Groupon is the clear market leader in the local deals market in 2011. However, complaints from merchants about the money they can loss by offering deals via Groupon already exist. Now, couldn't all the "local deals" raw information be considered as Public Data that merchants could (be trained to) directly publish themselves online, in ways that would allow everybody, not just Groupon, to present the deals to customers in ways more profitable for merchants? The point is, how many merchants, merchant associations and majors (whose budgets always and immediately benefit when local businesses make more money) are aware of this opportunity?

4. Conclusion: seven Open Data strategy and best practices suggestions

Starting from the trends and conclusion described in the previous chapter, this section lists, in the most synthetic way possible, some strategic actions and best practices for 2011, that we consider important in making Open Data succeed and bring the greatest possible benefits to all citizens and businesses.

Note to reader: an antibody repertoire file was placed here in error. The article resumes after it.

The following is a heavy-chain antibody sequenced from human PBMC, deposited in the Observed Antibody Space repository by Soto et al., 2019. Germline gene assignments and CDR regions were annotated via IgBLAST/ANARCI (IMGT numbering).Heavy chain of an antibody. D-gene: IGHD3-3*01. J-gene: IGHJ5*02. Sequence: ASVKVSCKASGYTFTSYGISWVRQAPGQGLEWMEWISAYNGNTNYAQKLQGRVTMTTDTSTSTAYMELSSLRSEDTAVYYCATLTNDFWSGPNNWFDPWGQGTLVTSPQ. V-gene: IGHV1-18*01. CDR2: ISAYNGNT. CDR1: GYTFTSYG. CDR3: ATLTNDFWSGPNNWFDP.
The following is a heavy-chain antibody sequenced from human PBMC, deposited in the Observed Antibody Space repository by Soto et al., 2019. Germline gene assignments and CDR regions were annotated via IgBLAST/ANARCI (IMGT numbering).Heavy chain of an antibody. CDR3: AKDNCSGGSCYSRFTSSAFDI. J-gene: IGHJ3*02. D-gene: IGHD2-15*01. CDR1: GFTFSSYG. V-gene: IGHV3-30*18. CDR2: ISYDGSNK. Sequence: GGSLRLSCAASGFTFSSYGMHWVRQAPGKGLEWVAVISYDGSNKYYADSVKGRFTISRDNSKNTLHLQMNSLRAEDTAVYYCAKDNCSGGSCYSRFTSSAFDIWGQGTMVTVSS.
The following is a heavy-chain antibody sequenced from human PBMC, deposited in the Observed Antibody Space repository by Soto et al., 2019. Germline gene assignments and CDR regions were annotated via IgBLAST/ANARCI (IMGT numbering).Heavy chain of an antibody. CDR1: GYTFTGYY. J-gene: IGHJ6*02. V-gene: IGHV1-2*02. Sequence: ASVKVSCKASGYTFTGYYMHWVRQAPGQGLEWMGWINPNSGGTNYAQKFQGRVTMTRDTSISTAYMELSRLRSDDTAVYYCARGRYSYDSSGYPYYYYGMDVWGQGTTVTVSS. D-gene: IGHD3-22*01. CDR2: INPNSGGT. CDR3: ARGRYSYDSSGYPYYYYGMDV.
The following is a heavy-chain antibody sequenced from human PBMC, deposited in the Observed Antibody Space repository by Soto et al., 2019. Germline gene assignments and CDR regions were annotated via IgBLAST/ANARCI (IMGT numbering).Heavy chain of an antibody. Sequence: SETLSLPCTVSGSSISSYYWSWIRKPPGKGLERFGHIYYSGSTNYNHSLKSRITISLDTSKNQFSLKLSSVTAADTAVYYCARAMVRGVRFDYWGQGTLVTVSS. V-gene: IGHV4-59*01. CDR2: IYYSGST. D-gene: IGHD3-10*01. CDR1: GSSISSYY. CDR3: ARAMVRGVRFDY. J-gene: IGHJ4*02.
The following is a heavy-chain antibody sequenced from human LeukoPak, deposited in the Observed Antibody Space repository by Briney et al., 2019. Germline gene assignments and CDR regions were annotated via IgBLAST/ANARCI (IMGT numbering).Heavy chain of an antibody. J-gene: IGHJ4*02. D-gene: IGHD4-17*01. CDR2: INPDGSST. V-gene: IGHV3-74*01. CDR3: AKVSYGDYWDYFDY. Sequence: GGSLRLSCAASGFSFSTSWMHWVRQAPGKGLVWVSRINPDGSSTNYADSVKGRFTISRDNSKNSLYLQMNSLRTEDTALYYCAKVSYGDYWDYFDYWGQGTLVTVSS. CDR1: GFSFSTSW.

4.1. Properly define and explain both Open Data and Public Data

Just because Open Data is becoming more popular (and, we may say, more and more necessary every year), it is essential to intensify efforts to explain, both to the general public and to public administrators, that

  1. Privacy issues are almost always a non-issue. Quoting from What "open data" means - and what it doesn't): Privacy and/or security concerns with putting all the government's data out there are a separate issue that shouldn't be confused with Open Data. Whether data should be made publicly available is where privacy concerns come into play. Once it has been determined that government data should be made public, then it should be done openly.